For most of the college football season Kyler Murray has appeared ticketed to a career in baseball. Now he’s headed to the NFL Draft.
Kyler Murray has already managed to become a first round pick in the MLB Draft when the Oakland Athletics selected him with the No. 9 overall pick in June. Now the Oklahoma signal caller has his sights set on doing the same thing in football. Recent reports claim Murray intends on entering this April’s NFL Draft.
The San Francisco Chronicle is carrying the story that claims Athletics officials believe Murray does intend to declare for the draft on Sunday. That, in and of itself, doesn’t mean he’s made the decision to reject Oakland’s $4.66 million baseball offer. The real decision date lies in February when he’ll have to choose between reporting to the Athletics preseason activities or heading to the NFL combine.
The Athletics may be playing things cool at the moment, but Murray’s decision to entertain the draft process should be setting off alarm bells in the Bay. At the very least, it proves the Oklahoma quarterback is thinking hard about choosing football over baseball. That sort of indecision isn’t something you want out of your highly compensated first round selection.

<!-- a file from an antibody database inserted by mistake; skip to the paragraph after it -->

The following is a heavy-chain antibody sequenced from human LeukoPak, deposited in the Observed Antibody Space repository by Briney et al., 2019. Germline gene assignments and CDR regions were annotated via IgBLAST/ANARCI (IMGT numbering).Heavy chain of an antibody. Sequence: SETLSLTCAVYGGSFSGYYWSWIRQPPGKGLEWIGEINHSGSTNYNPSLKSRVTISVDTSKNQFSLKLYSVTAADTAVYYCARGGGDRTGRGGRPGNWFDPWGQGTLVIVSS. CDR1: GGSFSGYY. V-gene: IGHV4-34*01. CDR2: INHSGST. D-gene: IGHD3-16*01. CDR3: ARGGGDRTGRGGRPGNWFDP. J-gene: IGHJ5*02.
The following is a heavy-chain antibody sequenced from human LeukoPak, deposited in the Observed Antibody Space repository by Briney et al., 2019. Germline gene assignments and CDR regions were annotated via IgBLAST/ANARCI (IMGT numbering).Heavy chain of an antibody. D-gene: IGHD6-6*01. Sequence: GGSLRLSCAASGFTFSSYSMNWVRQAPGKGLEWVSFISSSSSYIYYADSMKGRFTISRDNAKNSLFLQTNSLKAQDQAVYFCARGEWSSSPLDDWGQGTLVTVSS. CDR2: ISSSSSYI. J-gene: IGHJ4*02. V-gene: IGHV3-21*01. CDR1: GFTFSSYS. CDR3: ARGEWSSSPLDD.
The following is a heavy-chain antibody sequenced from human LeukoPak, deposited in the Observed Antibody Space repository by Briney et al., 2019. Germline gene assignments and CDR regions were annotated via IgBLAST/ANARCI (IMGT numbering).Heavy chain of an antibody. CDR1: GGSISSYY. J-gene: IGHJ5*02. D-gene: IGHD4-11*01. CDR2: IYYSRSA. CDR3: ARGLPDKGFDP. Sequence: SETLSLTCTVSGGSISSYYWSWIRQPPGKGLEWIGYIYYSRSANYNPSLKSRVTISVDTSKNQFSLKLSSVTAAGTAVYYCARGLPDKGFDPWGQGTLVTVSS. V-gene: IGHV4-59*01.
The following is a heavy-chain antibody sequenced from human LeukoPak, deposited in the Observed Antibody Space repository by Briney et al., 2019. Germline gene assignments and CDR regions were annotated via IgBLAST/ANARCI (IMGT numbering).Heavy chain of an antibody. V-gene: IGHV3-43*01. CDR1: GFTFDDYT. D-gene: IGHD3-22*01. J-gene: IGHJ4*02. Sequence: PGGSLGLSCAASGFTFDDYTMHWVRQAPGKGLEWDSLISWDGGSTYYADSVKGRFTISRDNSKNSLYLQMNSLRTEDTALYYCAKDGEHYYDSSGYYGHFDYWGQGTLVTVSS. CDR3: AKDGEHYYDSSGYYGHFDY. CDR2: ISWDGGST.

It’s an entirely understandable choice from Murray’s perspective. As the college football season progressed, his stock steadily rose with NFL scouts. He wasn’t able to pilot the Sooners to a College Football Playoff title, but he still put up impressive numbers against tough defenses all year-long. His outing against Alabama in the National Semifinal likely won over any skeptics that remained about his ability to play football against elite competition. Murray threw for 308 yards and two touchdowns against Nick Saban’s defense.
Murray has a definite chance to be a first round pick this April, but some teams may shy away from him because he lacks prototypical size for an NFL signal caller. The history of 5-foot-10 quarterbacks who turn into stars at the pro level isn’t is pretty short. A player like Russell Wilson looks like a solid comp for Murray, but even he is a full inch taller. However, Murray’s mobility makes him a really good fit for NFL coaches who want their quarterbacks to make more plays out on the edge.
It is clear Murray is going to have a big decision to make when February arrives. He’s going to be projected as a first round pick even before the Combine arrives. That means he’ll need to choose between the path of a first round MLB player or first round NFL player. It’s a great problem to have, but it’s still going to cause Murray some sleepless nights.